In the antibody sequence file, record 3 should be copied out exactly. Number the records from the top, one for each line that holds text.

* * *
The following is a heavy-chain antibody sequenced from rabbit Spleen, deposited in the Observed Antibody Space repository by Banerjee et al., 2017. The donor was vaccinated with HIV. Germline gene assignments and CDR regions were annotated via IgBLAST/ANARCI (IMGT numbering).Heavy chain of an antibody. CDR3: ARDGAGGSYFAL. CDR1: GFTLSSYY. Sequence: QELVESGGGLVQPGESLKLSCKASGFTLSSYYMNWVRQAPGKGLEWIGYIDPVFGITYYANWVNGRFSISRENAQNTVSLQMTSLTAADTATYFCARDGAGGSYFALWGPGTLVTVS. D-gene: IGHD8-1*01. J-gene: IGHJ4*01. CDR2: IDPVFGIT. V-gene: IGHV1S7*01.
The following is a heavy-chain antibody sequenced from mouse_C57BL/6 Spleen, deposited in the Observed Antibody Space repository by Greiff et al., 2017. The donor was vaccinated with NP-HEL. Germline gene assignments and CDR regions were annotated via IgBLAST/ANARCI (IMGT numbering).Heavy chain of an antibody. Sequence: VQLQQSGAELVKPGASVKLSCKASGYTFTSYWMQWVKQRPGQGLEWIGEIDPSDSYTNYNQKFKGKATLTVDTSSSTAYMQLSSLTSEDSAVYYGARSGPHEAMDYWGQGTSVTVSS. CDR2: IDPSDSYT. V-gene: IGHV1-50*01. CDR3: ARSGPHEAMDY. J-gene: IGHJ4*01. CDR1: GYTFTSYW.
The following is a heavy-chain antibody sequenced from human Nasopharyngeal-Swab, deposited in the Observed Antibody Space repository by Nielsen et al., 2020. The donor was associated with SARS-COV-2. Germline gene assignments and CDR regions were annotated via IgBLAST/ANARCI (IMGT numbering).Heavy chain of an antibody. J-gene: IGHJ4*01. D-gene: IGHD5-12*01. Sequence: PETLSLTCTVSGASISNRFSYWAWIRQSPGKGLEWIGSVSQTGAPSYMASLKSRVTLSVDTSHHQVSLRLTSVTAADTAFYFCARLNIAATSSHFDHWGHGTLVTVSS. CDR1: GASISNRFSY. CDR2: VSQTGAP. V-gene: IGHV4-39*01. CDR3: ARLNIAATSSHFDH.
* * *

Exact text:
The following is a heavy-chain antibody sequenced from human Nasopharyngeal-Swab, deposited in the Observed Antibody Space repository by Nielsen et al., 2020. The donor was associated with SARS-COV-2. Germline gene assignments and CDR regions were annotated via IgBLAST/ANARCI (IMGT numbering).Heavy chain of an antibody. J-gene: IGHJ4*01. D-gene: IGHD5-12*01. Sequence: PETLSLTCTVSGASISNRFSYWAWIRQSPGKGLEWIGSVSQTGAPSYMASLKSRVTLSVDTSHHQVSLRLTSVTAADTAFYFCARLNIAATSSHFDHWGHGTLVTVSS. CDR1: GASISNRFSY. CDR2: VSQTGAP. V-gene: IGHV4-39*01. CDR3: ARLNIAATSSHFDH.